Despite his smartest-guy-in-the-cineplex reputation, Alex Garland generally asks some simple questions. What if zombies were fast? (28 Days Later.) Could Frankenstein’s monster be a sexy robot? (Ex Machina.) Why wasn’t anyone in Tarkovsky’s Stalker attacked by a horrifically mutated bear? (Annihilation.) (Why are you booing me? I’m right.) Often credited with “subverting” genre, Garland does something subtler: He rearranges an element or two from a familiar narrative so the original rules don’t make sense, then sees how everything plays out.
Garland’s latest, Men, asks murkier questions than its predecessors. But it also leaves speculative sci-fi behind to highlight his sharpest instincts, which are as a horror director. The jump scare, the gross out that grows even grosser the further out it goes, the dread so pervasive we’re not even sure what we’re afraid might happen—these are the mechanics that allow his conceptual patina to glint. Garland’s anti-Halloween, Men is a slasher movie that puts the knife in the final girl’s hand, and the monster here has the same Achilles heel as Jay-Z: It just can’t get enough looooooove.
Jessie Buckley is Harper, who arrives, alone, at a British cottage so idyllic that we know foul deeds will be soon afoot. She’s recuperating from a horrid sight: her husband (Paapa Essiedu) plunging from the balcony of the flat above theirs to his death, likely committing suicide as he’d threatened to if she left him. The owner, Geoffrey, a country squire who’s all NHS teeth and bumptious chivalry, is the sort of chap who insists on lugging her bags upstairs then groaning about their weight. When they meet he chides Harper for eating an apple off the tree in the front yard—in jest, but not without symbolic purpose, as we shall soon (maybe too clearly) see. He’s played by the first of many Rory Kinnears that Harper will meet in a movie where men are all the same. Literally.
Geoffrey ditched, Harper explores the surrounding woods, where an oversaturated, Oz-like green clashes with fields of brightly colored flowers. Cinematographer Rob Hardy renders this paradise even more otherworldly than he did the rainbow extraterrestrial “Shimmer” of Annihilation. After a rain storm, she reaches a massive tunnel, an expansive yet claustrophobic setting, where she composes a choral piece with her own echoes. The scene is Garland at his paradoxical best, rendering his most peaceful moments the most ominous, and vice versa.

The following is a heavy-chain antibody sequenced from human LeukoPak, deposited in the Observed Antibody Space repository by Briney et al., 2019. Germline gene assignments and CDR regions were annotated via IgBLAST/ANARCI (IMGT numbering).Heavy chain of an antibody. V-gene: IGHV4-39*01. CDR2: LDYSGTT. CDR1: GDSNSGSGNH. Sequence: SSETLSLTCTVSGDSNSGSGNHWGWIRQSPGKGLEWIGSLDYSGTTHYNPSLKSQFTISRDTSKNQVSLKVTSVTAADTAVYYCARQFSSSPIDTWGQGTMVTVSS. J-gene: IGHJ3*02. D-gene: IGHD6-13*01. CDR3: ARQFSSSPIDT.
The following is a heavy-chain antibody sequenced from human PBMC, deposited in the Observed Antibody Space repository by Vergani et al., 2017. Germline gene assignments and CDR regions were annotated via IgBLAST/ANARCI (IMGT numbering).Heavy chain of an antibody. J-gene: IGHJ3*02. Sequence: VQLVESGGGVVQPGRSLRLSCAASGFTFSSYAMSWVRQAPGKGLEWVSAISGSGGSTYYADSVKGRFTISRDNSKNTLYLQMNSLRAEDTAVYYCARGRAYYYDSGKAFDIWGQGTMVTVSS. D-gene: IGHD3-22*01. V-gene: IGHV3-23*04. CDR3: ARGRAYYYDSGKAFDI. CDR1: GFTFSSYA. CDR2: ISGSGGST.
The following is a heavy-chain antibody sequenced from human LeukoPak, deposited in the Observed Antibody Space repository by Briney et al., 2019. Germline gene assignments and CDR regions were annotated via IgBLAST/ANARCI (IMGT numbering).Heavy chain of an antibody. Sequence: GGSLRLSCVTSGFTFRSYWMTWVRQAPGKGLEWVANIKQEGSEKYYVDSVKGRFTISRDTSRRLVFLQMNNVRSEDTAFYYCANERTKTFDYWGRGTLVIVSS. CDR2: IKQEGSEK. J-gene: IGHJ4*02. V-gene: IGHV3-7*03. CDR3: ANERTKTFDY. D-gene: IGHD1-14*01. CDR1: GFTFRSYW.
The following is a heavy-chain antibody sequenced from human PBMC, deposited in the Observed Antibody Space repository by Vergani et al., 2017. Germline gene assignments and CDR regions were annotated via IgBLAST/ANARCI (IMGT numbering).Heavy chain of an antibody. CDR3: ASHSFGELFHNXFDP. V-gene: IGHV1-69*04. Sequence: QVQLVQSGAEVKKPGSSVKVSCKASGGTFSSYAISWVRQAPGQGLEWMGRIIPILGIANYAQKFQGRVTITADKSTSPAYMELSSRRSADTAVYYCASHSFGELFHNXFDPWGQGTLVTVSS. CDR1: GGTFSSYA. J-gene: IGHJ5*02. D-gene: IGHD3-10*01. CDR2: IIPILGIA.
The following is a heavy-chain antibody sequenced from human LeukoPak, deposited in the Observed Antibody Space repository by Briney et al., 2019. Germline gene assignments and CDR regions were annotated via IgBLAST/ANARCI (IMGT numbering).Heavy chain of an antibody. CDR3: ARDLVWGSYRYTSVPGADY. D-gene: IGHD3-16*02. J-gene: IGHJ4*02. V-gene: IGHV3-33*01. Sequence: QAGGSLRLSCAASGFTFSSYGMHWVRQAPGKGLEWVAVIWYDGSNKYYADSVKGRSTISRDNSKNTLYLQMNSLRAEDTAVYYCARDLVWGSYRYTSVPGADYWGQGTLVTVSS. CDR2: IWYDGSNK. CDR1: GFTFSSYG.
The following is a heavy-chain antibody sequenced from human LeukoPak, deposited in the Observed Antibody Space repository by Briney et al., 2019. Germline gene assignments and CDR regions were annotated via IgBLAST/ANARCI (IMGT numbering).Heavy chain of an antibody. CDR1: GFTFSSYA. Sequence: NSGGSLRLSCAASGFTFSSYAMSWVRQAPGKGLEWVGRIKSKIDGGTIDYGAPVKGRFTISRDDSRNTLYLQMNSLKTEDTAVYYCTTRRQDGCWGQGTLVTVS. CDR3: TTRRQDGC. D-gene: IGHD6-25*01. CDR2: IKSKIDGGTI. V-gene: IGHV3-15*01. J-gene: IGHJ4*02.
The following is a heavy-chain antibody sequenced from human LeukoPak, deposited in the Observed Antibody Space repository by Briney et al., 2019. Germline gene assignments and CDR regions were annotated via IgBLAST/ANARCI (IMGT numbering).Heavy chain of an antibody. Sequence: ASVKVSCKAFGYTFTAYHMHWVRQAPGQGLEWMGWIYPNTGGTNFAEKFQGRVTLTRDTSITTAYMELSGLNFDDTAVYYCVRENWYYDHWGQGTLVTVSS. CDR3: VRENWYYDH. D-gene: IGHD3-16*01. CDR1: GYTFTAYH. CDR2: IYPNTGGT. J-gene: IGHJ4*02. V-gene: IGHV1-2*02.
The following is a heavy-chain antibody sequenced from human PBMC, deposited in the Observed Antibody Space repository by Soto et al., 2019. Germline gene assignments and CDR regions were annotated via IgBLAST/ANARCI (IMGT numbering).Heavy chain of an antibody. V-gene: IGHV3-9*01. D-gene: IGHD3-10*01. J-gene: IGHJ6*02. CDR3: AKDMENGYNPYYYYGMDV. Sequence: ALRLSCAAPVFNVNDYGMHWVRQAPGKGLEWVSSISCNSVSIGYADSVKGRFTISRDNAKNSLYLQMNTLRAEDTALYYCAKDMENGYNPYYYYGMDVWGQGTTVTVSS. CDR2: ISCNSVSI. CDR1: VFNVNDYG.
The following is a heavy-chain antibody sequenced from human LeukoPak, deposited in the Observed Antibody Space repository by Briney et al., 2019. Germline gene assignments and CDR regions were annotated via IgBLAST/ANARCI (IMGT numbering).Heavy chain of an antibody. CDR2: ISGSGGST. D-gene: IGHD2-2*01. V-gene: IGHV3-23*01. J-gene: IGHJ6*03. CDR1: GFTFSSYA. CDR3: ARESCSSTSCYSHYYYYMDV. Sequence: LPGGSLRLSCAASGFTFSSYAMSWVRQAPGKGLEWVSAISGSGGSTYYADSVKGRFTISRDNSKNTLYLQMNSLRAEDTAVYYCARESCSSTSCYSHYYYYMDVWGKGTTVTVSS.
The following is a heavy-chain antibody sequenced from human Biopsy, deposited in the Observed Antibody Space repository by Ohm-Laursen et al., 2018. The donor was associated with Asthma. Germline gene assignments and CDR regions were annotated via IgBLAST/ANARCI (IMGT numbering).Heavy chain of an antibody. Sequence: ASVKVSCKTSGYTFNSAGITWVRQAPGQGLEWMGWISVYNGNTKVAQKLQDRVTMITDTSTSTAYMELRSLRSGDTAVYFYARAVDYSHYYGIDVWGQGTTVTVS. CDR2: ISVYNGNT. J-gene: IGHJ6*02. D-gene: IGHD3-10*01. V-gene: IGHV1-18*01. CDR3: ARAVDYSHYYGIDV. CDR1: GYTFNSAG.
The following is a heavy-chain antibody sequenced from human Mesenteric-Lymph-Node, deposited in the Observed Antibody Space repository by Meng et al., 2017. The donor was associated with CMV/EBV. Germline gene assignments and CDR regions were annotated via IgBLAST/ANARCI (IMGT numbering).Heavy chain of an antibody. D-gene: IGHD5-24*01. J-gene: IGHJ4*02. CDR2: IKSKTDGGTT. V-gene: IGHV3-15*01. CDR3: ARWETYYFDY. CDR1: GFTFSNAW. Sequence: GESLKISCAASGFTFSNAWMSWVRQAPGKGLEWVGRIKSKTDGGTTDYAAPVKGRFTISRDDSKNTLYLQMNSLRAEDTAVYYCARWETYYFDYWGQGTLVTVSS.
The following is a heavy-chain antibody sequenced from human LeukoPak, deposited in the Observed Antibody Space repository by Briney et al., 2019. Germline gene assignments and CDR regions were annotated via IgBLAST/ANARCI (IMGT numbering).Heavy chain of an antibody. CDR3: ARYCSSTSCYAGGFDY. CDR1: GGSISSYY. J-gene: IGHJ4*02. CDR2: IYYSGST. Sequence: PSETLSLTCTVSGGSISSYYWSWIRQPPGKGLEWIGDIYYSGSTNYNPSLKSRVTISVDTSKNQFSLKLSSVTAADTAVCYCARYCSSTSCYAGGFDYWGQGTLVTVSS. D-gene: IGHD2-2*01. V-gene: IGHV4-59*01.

Slowly, more Kinnears invade Harper’s solitude. A silent naked man. A bratty kid hiding behind a plastic mask of a blonde girl. A dirty vicar. Their behavior blurs the line between irritating and threatening, and Harper must respond to them all. If Kinnear has the chewier roles here, Buckley, working with some sketchy characterization, grounds Men; her face has a gift for betraying her thoughts regardless of what she’s saying, and the faintest traces of smile lines that parenthesize her mouth fade and deepen with a silent eloquence.
Speaking of eloquence, I have no idea what set off Men’s sharpest critic—the guy who brandished two middle fingers at the screen on his way out of AMC Southdale the Monday night I saw—though I respect his passion. Some of the initial response to Men, though, has been of the #notall variety, with miffed males taking its title not just literally but personally, and … well, whatever, sorry boys, now is especially not the time. Criticisms that the film’s ideas lack depth, while more acute, seem the result of misplaced expectations to me. Garland’s films are less “thought-provoking” than intellectually titillating—his flirtation with heady ideas no more turns Men into a coherent statement on gender than a topless scene turns a slasher flick into porn.
Some of Men clicks too simply; some bits feel less ambiguous than fuzzy. Garland’s imagery can seem overly familiar: a maggoty deer representing (maybe even, yuck, “symbolizing”) rot, Harper screaming while submerged in a tub. But it’s always vivid, and often playful, and the movie’s gore is relentlessly purposeful: A very terrible thing that happens slowly to a hand dares you not to squirm. Anyway, some might say that part of the fun of horror movies is the director’s space to twiddle around stylistically and risk pretension because they’re freed of naturalistic restraints. (It’s me, I’m “some.”)